I don’t know why, but my keys wouldn’t open the studio door this morning. This same set worked just fine last Tuesday morning. I misplaced them for a few days later last week and borrowed a replacement set from Maria, who owns the studio, last Friday. Students were starting to arrive, so thank goodness I just happened to have the replacement set. What kismet! What serendipity! Don’t you just love it when the universe blows you a kiss like this?
Except they didn’t work either.
I called Maria and she called the landlord, who said he could be there in 10 minutes. It was now 10:05 and our hour-long class was supposed to start at 10:00. There was one student who’d only taken class at the studio, and I was very conscious of not wanting her to feel we are some fly-by-night, wacky operation. There we were, in this not-so-nice hallway that is essentially the backstage space of a former auto dealership converted several years to retail space. It’s now home to a couple of gift shops, a flower shop, the studio, and an auto body shop. The hallway has never been ready for primetime, although the tenants have done what they could to add attractive touches, and the landlord did repaint it a cheery soft yellow. Nonetheless, the floor is covered with industrial grade carpet and plastic boot mats, the hallway is long and narrow and the only natural light comes from a single window in the door out to the alley. Only some of the fluorescent ceiling fixtures work.
It’s funny (or perhaps, this is the truly synchronous happening of my day), but I’d been thinking a lot about space in the car on the way to class this morning. A number of women who are regular members of the studio community (and this studio is very much that) have been batting about ideas around maybe renting a space for a women’s collaborative, so that’s one reason it was on my mind. I’d also begun this morning’s post thinking about a particular space: the one between my intent to write a blog post a day for a month and my actual tally. (Today is February 22. This is post nineteen). That irksome gap of three.
Spaces are so interesting. They contain, they define, they explain, they can expand and contract. In music, they are everything: intervals, rhythms, rests. Space in dance is much like in sculpture: a play between negative (empty) and positive (full) space. Composition in art as in music is much about how you perceive and manipulate the spaces. I had set the focus for the day’s class as this: exploring the spaces we create when we move and sensing our bodies as solids that move through open places. It sounds kind of abstract, but it’s actually really cool. You can play with it right now: just spread the fingers of both hands as wide as you can and then “touch” the space around you, almost like you are finger painting, or miming. Then let your fingers come back together and do the same thing, as if you are carving the air with the outside edge of your hand. It feels different, right? Not better, not worse, just different. Your relationship to the space around you and within your body just changed somehow. That interests me.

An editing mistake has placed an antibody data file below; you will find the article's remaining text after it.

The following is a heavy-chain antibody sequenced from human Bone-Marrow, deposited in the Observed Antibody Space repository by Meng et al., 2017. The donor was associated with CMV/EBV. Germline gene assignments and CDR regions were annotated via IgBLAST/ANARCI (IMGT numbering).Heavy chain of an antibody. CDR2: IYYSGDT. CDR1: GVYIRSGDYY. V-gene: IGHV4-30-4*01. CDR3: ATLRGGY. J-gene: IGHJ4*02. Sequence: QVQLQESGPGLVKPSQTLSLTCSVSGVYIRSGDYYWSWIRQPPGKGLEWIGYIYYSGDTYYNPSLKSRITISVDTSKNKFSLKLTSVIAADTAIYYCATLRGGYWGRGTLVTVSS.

Back to our narrow hallway: We had enough space to move, so why not just start class out there? Four students had come, their time was valuable after all, and the teacher in me wanted them to have the fullest class possible. I have been in classes with three of them many times before and they are awesome ladies. I knew they’d be up for it. Our new guest was sure to jump on the train if we all did. So we fired up some music on my Iphone and began. This is us:
We physically touched the walls in front of and behind us. Familiar moves – Nia steps that we do all the time – were transformed when you could touch both the wall in front of you with your hands and the one behind you with your foot at the same time. There was something special about it. Noralee jumped up on a bench and took some pictures on her phone. I think we all may have been a little disappointed at first when the landlord arrived and unlocked the door for us; I know I was.
It did feel great to move into the studio, to be in the light, to have all that beautiful, airy room to sculpt with our movements, expanding our boundaries. One of the songs towards the end of the class, when we were cooling down, has this very odd lyric that I’ve never quite been able to understand. The lyric is sung in Sanskit, I think, but there’s a line that sounds like the vocalist is singing “In a monkey doorway…” in perfect English. And so this is how I’ve come to think of it (like that lyric in Springsteen’s “Blinded by the Light” that my teenage friends and I always thought was “ripped up like a douche”–ewwww—but we’d sing it out full voice anyway, which we thought was hilarious). Which begs the question: what is a monkey doorway? To me, it’s the benevolently disruptive entrance into another dimension or mode of perception. (Because: monkeys!) Basically, a paradigm shift. You don’t necessarily recognize it when you’re at the threshold, but you know when you’ve crossed over. Kisses from the universe.